It’s been said that water is life, and life in Suzhou is no exception.
Suzhou is wet. It’s got rivers, ponds, and elaborate water installations in manicured gardens and museums. It rains; an average of 43 inches fall per year, peaking in the plum rain season of early summer. Glassy-surfaced canals are the spine of the ancient city, the oldest section of town that was, according to my guide Sophia, built in 514 B.C. “like a chessboard.” “It’s one alley to one waterway,” she said. “You open the [side] window and you have alley; you open the [front] door and you have water.”
And where there is wet, there is also abundance. Located in southeast Jiangsu Province, Suzhou (soo-joe) has a population of 10 million, making it but a modest village in comparison to Shanghai’s 26.3 million, just 40 minutes away by train. (And by the same token, most westerners have never heard of it.) But within China, Suzhou is known and respected. It’s considered the home of all things elegant and refined and celebrated for products like double-sided silk embroidery, meticulously trained bonsai, and opera. Even the local dialect is said to be the most beautiful in all of China—so beautiful that schoolchildren in other provinces take field trips to the water city just to hear women speak. But even with all this, it is the city’s free-flowing H2O that has come to truly define it; Sophia also told me that the prefix “su-” actually shares the same Chinese character as flower, rice, and fish, all things that thrive in dewy conditions.
Which brings us, most importantly, to Suzhou’s diet. Nutrient-rich and sweet, Suzhou’s cuisine has been built around its crown jewel: Lake Tai. The lake has shaped life and culture in Suzhou perhaps more than anything else, providing the source of the city’s famous freshwater pearls and the reason for Suzhou’s status as one of China’s most picturesque destinations. “In heaven, there is paradise; on Earth, there is Suzhou.” Or so the colloquial saying goes. As for the culinary bounty it provides, lake food in Suzhou is varied and distinct, with the freshest ingredients and the most delicate of flavors. In Suzhou, you’ll be swimming in delicious offerings, but these are the four food items that you can’t miss.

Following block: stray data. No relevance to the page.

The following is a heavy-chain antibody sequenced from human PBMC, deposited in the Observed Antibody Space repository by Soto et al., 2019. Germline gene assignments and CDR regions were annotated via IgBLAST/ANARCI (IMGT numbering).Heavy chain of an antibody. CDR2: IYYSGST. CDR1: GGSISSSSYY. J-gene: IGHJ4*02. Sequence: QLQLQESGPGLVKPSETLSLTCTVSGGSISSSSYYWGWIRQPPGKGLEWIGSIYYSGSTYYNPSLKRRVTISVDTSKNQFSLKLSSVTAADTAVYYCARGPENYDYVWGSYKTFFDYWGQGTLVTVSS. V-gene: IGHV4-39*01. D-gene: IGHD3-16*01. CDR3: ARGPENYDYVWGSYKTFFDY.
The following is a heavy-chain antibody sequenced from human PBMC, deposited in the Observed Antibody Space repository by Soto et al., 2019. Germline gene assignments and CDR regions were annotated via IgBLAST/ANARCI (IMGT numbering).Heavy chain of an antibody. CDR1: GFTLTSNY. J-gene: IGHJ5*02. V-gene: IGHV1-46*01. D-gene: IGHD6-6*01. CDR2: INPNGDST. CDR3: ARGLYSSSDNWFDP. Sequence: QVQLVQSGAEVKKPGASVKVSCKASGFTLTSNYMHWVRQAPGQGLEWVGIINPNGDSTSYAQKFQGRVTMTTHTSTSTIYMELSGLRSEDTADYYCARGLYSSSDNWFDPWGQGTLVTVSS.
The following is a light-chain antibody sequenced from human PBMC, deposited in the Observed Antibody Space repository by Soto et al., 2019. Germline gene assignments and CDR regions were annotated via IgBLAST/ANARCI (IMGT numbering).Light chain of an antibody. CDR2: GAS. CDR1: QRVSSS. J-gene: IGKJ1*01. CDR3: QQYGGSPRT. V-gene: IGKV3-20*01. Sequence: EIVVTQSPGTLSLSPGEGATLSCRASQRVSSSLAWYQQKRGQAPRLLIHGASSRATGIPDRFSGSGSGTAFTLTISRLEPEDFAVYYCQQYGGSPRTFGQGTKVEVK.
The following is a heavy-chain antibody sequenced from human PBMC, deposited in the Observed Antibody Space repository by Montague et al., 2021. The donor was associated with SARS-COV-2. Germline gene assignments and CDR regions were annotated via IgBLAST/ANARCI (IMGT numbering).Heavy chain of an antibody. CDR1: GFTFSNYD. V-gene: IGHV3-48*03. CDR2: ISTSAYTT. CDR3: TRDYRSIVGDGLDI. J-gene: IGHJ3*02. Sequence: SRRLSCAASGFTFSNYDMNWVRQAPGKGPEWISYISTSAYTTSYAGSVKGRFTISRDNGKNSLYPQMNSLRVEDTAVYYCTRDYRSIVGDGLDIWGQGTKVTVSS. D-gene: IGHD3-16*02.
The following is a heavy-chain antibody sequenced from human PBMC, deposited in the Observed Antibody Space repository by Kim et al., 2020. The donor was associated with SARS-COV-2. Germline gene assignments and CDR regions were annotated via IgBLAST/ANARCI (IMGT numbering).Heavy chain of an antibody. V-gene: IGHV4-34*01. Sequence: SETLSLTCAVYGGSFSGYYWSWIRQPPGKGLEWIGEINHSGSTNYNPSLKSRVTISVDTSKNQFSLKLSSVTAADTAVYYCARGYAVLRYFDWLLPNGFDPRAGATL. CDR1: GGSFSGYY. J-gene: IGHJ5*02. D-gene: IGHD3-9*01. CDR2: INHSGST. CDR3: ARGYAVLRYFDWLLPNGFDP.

Also to try in Suzhou: tai chi and moxibustion, staples of the city’s prevalent self-care culture.
The staple of Suzhou cuisine, this dish is hard to ignore and even harder to forget—especially if you’re at all squeamish about making sustained eye contact with your meal. Your locally caught fish comes to you whole, deep-fried and cross-hatched, and smothered in a sweet and tangy orange mandarin sauce. Nearly every restaurant in Suzhou will have their own variation, but dining at De Yue Lou or Song He Lou is fail-safe.
Shrimp marinated in green tea
Lake shrimp are small, but they pack a lot of flavor, especially when marinated in local green tea, or Bi Luo Chun. I haven’t been able to verify it, but I was even told that in the Suzhou dialect, “shrimp” and “welcome” share the same characters. Welcome to your new favorite dish! Try Hui Chi 88 for a heaping plate of the good stuff.
with a pot of Bi Luo Chun in the background.
Food here is relatively light and meals are infused with plenty of vegetables. Leafy delicacies like mustard greens and pea shoots, grown and harvested locally, are sautéed with garlic and served as an accompaniment to proteins. Lake veggies all the way.
Rice dumplings (zongzi)
Rice is obviously the key ingredient in most Chinese cuisines (of which there are officially eight), but in Suzhou, it’s the rice dumplings that really stand out. Rice and pork (and sometimes other savory or sweet fillings) are hand-packed and rolled in bamboo leaf, tied up with string, and then steamed or boiled. The result is a delectable and transportable little snack package. Buy these from street vendors and look for the places with a bit of a line—local folks know where to find the best.